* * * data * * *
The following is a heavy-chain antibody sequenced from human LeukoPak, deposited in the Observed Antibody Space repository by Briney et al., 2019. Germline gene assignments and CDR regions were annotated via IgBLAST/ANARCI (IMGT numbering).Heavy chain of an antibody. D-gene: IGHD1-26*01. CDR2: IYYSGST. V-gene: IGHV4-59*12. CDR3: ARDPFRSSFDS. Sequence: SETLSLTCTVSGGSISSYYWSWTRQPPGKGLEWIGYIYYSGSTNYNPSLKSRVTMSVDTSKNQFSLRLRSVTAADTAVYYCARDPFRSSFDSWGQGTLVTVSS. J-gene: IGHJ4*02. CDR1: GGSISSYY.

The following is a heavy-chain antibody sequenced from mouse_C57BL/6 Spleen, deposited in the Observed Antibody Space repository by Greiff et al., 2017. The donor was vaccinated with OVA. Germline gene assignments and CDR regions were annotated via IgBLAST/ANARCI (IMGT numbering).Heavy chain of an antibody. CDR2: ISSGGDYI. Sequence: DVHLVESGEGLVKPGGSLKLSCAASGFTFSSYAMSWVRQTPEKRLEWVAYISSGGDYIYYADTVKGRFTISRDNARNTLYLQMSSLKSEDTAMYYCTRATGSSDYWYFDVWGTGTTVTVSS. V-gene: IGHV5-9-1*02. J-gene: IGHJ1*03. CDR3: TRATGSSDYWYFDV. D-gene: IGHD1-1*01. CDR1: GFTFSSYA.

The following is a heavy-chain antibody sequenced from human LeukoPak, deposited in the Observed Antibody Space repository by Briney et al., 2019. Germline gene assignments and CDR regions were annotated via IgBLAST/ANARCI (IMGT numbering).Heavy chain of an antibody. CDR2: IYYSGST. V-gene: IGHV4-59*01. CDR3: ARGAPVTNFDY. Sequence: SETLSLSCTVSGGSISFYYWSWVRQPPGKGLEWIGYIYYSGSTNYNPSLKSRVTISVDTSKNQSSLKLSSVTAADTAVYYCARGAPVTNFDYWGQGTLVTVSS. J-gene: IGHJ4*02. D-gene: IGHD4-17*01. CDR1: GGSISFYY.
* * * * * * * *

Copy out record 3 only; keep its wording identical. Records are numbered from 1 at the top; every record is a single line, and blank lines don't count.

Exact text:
The following is a heavy-chain antibody sequenced from human LeukoPak, deposited in the Observed Antibody Space repository by Briney et al., 2019. Germline gene assignments and CDR regions were annotated via IgBLAST/ANARCI (IMGT numbering).Heavy chain of an antibody. CDR2: IYYSGST. V-gene: IGHV4-59*01. CDR3: ARGAPVTNFDY. Sequence: SETLSLSCTVSGGSISFYYWSWVRQPPGKGLEWIGYIYYSGSTNYNPSLKSRVTISVDTSKNQSSLKLSSVTAADTAVYYCARGAPVTNFDYWGQGTLVTVSS. J-gene: IGHJ4*02. D-gene: IGHD4-17*01. CDR1: GGSISFYY.